With gasoline prices hovering at over $3 a gallon, many people are putting off unnecessary trips. They don't visit family and friends as they once did, and this impacts the quality of life. There is little we can do about the price of gasoline. However, we can seek alternative methods of transportation that help to ease the pain at the pump. One of the fastest growing cultures in America today is that of the motorcycle. With machines that are built to suit every need, motorcycles are highly maneuverable, good on gas, and give the rider a real sense of freedom on the open road. Here we will discuss motorcycles, and consider the types available for every age level and driving need.
What Types Are There?
Motorcycles are defined as two or three-wheeled vehicles powered by an engine. The wheels are in-line, and at high speeds the motorcycle remains upright and stable by virtue of gyroscopic forces. At lower speeds the rider will make continual readjustment of the steering to maintain stability. They include motorcycles with or without a sidecar, motor scooters, trail bikes, mini bikes, and mopeds. The rider sits on a seat or saddle. Motorcycles come in a wide variety of engines sizes, from 50cc to as high as 1,800cc on the big touring bikes. They fulfill every need, from the blazing fast "crotch rockets" to the full sized, fully loaded tourer, which is built for ultimate comfort on the road.
What Type is Best For me?
That depends. Knowing what your purchase is intended for is half the battle. A lot of people own little 50cc mopeds that they use for about town errand running and short commutes. The average scooter easily gets 50 miles per gallon and some of the smaller ones get up to 80 mpg. They are very easy to ride; many have a lot of storage space and are powerful enough to get around easily in traffic. They do have limitations. You cannot ride one on the freeway, and in some locales you can't ride them after dark.
If you want to move up to something that is a little more versatile, consider the 400cc standard street motorcycle. Combining power and economy, this bike is a great machine for first time riders. Add saddlebags and a fairing for comfort and the ability to transport needed items.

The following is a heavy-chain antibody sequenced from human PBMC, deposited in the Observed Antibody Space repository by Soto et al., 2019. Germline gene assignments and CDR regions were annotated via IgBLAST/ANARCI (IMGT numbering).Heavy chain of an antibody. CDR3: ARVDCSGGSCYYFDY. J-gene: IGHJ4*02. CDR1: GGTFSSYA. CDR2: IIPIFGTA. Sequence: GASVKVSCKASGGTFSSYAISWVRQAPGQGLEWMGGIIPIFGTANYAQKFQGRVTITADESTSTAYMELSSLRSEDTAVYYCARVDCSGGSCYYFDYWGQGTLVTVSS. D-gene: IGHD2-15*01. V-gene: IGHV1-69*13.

Moving up the scale, consider a cruiser. With engine size between 650cc and 1200cc, it has all the power you will ever need. Adding amenities to the bike only enhances the riding pleasure. They are good for distance touring, and feature a comfortable riding position and better rider comfort. When moving up to these larger motorcycles, remember that weight will begin to be a factor. Be sure you can handle the weight of a machine that can weigh on the average of 423 pounds. This bike is a bit too much motorcycle for the new rider.
If travel is your bag, consider a tourer. This motorcycle is a large machine, with engine sizes from 1,000cc to 1,200cc. An average tourer will weigh between 550 and 600 pounds. They are built for a comfortable ride over long distances. Many have full fairing packages, and have a high capacity of storage available.
What About Safety?
As in anything, riding a motorcycle has its own unique risks. Driver visibility is the prime consideration here. Using poor judgment can contribute to a crash. Many new riders do not fully understand the dynamics of a motorcycle, and this can lead to trouble. It is highly advisable for the beginner to take a motorcycle riding program that teaches you what you need to know to be safe on your two wheel expeditions. A lot of motorcycle riding is dependent on your ability to react without thinking. The motorcycle riding programs, often taught by the State Police, are the best way to learn to handle a bike. Cost is minimal, and not taking these courses can mean the difference between feeling the joy of the open road and an unexpected crash. Driving a motorcycle defensively means wearing a helmet, protective clothing, and a good pair of motorcycle boots.
Research shows that more and more baby boomers are switching to motorcycles as a means of transportation. No longer are motorcycles the exclusive domain of "twenty-somethings." People are becoming more aware of motorcycles and the economy they represent. When considering purchasing a motorcycle, always do your own due diligence, and buy the motorcycle that is best for you. Even though you would like to run right out and buy a custom chrome Harley Davidson, you will probably be not only safer but more satisfied with a 400cc street cruiser. Using good judgment is always the best answer when planning to buy a motorcycle.
Tons more motorcycle safety tips on DoItYourself.com!
Alden Smith is an award winning author and regular contributor to DoItYourself.com. He writes on a variety of subjects, and excels in research.